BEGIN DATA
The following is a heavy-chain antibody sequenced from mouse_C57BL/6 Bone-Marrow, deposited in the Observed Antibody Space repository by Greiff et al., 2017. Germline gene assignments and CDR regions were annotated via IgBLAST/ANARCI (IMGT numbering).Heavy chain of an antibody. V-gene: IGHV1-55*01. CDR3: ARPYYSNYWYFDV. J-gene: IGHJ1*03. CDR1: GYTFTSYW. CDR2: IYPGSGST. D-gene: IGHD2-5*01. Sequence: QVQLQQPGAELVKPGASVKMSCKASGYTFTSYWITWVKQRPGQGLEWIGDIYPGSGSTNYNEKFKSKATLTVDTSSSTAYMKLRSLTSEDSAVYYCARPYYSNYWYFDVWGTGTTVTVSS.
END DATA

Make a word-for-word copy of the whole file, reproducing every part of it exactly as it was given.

The following is a heavy-chain antibody sequenced from mouse_C57BL/6 Bone-Marrow, deposited in the Observed Antibody Space repository by Greiff et al., 2017. Germline gene assignments and CDR regions were annotated via IgBLAST/ANARCI (IMGT numbering).Heavy chain of an antibody. V-gene: IGHV1-55*01. CDR3: ARPYYSNYWYFDV. J-gene: IGHJ1*03. CDR1: GYTFTSYW. CDR2: IYPGSGST. D-gene: IGHD2-5*01. Sequence: QVQLQQPGAELVKPGASVKMSCKASGYTFTSYWITWVKQRPGQGLEWIGDIYPGSGSTNYNEKFKSKATLTVDTSSSTAYMKLRSLTSEDSAVYYCARPYYSNYWYFDVWGTGTTVTVSS.